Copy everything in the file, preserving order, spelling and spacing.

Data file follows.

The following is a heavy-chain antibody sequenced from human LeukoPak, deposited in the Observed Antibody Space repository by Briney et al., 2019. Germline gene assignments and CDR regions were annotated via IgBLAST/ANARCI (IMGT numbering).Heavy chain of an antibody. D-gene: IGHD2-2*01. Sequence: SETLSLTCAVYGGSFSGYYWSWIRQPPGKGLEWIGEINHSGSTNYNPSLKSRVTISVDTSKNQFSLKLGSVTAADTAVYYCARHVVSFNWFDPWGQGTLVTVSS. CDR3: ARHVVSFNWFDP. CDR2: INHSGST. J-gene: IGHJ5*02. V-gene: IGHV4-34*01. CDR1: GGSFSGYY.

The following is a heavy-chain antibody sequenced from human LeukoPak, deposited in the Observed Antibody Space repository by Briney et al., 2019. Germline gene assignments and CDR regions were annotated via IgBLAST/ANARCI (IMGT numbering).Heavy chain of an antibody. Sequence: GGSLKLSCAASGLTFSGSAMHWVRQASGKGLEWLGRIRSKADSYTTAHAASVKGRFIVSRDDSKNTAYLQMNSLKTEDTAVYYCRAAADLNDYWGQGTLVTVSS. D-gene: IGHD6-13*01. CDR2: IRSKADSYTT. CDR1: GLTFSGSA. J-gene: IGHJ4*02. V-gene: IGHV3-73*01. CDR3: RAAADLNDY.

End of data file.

The following is a heavy-chain antibody sequenced from human LeukoPak, deposited in the Observed Antibody Space repository by Briney et al., 2019. Germline gene assignments and CDR regions were annotated via IgBLAST/ANARCI (IMGT numbering).Heavy chain of an antibody. D-gene: IGHD2-2*01. Sequence: SETLSLTCAVYGGSFSGYYWSWIRQPPGKGLEWIGEINHSGSTNYNPSLKSRVTISVDTSKNQFSLKLGSVTAADTAVYYCARHVVSFNWFDPWGQGTLVTVSS. CDR3: ARHVVSFNWFDP. CDR2: INHSGST. J-gene: IGHJ5*02. V-gene: IGHV4-34*01. CDR1: GGSFSGYY.

The following is a heavy-chain antibody sequenced from human LeukoPak, deposited in the Observed Antibody Space repository by Briney et al., 2019. Germline gene assignments and CDR regions were annotated via IgBLAST/ANARCI (IMGT numbering).Heavy chain of an antibody. Sequence: GGSLKLSCAASGLTFSGSAMHWVRQASGKGLEWLGRIRSKADSYTTAHAASVKGRFIVSRDDSKNTAYLQMNSLKTEDTAVYYCRAAADLNDYWGQGTLVTVSS. D-gene: IGHD6-13*01. CDR2: IRSKADSYTT. CDR1: GLTFSGSA. J-gene: IGHJ4*02. V-gene: IGHV3-73*01. CDR3: RAAADLNDY.